What Is Essential in a Grading Policy?
Learn the merits of absolute grading versus grading on a curve, the pluses and minuses of letter-based and point-based grading, and whether—and how—to properly weight assignments across a semester.
Important insights on critical grading questions
New teachers need to decide—and experienced teachers sometimes need to reassess—what their grading policy is going to be.
It’s not a trivial matter: Grading policy can be an important driver of what students learn, how they learn it, and how successfully they master the content and competencies your courses are meant to impart.
Maryellen Weimer, Ph.D., says there are three fundamental decisions you need to make about your grading policy, and she provides a thoughtful analysis of them in What Is Essential in a Grading Policy?
In this insight-filled Magna 20-Minute Mentor program, you’ll consider the merits of absolute grading versus grading on a curve, the pluses and minuses of letter-based and point-based grading, and whether—and how—to properly weight assignments across a semester.
Along the way, you’ll discover how a grading policy can shape student behavior—sometimes in ways conducive to healthy learning, and sometimes not.
It’s knowledge you need in order to establish the most appropriate and meaningful grading policies for your courses, to encourage learning, to keep students engaged, and to properly recognize their performance.
Make sure your grading policies merit an A+ (or a 100, as the case may be); order What Is Essential in a Grading Policy? today!
Product Code: PM15PA | Date Recorded: 7-20-15
Like many aspects of good teaching, grading policy is a nuanced issue. “One size fits all” simply doesn’t apply.
The methods you choose to recognize student performance can impact their motivation, their engagement, and ultimately, their mastery of the content and competencies you’ve challenged them to acquire.
In What Is Essential in a Grading Policy?, Maryellen Weimer, Ph.D., will share insights borne of a long teaching career as she highlights the benefits and the pitfalls of three key grading decisions.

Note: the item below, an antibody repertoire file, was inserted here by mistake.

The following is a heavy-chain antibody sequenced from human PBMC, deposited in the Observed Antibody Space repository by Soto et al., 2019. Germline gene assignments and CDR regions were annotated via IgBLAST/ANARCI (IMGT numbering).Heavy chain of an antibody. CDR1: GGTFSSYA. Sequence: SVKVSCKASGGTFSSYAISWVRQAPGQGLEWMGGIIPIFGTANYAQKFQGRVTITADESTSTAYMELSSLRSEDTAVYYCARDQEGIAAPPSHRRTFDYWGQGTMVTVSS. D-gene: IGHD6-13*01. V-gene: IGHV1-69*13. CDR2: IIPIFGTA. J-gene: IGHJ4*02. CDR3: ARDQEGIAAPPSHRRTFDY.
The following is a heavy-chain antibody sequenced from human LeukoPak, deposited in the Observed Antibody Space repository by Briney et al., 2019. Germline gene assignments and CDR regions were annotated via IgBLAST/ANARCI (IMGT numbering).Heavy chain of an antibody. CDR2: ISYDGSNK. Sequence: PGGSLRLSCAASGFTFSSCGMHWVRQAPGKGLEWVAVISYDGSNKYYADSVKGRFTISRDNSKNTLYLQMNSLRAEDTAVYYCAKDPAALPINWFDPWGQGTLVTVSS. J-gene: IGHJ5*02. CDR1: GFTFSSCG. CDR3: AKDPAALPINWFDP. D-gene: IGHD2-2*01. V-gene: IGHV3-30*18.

In this fast-paced program, you’ll gather invaluable insights on:
Absolute grades versus grades on a curve
Do you want students to demonstrate well-defined levels of learning? Or do you want to assess their performance relative to that of their peers? In some cases, the latter is appropriate; in others, the former is a necessity. In her presentation, Dr. Weimer will help you determine the best approach for the material you’re teaching. She’ll also alert you to the impact your choice could have on classroom dynamics, including students’ willingness to participate and collaborate.
Letters versus points
Which is more objective, “A-B-C” grading or a points-based system? And, reality aside, how do students perceive that objectivity? Dr. Weimer explains how you can establish meaningful, defensible standards for grades of both types. She also cautions against using criteria that encourage counterproductive student behaviors like “grade grubbing” for a point here, or a plus or minus there.
Should the final paper or test be weighted more heavily than the rest? If so, how much? What does this do to students’ commitment to a particular assignment? Dr.
Weimer will share recommendations about weighting assignments based on your course goals and objectives, and help you develop a method for identifying and prioritizing those.
At the conclusion of What Is Essential in a Grading Policy?, you’ll be able to:
- Articulate the pros and cons of different grading methods.
- Make policy decisions that are aligned with your objectives for student learning.
- Make feedback more meaningful, more constructive, and more reflective of student performance.
Add this 20-Minute Mentor to your teaching toolbox today!
Maryellen Weimer has edited The Teaching Professor newsletter since 1987 and writes the Teaching Professor Blog.
The Teaching Professor Blog features a new weekly post from Maryellen on such topics as: the scholarship of teaching and learning, classroom policies, active learning, assessment, generational differences, and student performance.
She is a professor emerita of Teaching and Learning at Penn State Berks and won Penn State’s Milton S. Eisenhower award for distinguished teaching in 2005. Dr. Weimer has a Ph.D. in Speech Communication from Penn State.
Dr. Weimer has consulted with over 450 colleges and universities on instructional issues and regularly keynotes national meetings and regional conferences throughout the US and Canada.
She has published several books, including: Inspired College Teaching: A Career-Long Resource for Professional Growth (Jossey-Bass, 2010), Enhancing Scholarly Work on Teaching and Learning: Professional Literature that Makes a Difference (Jossey-Bass, 2006), Learner-Centered Teaching: Five Key Changes to Practice (Jossey-Bass, 2002).
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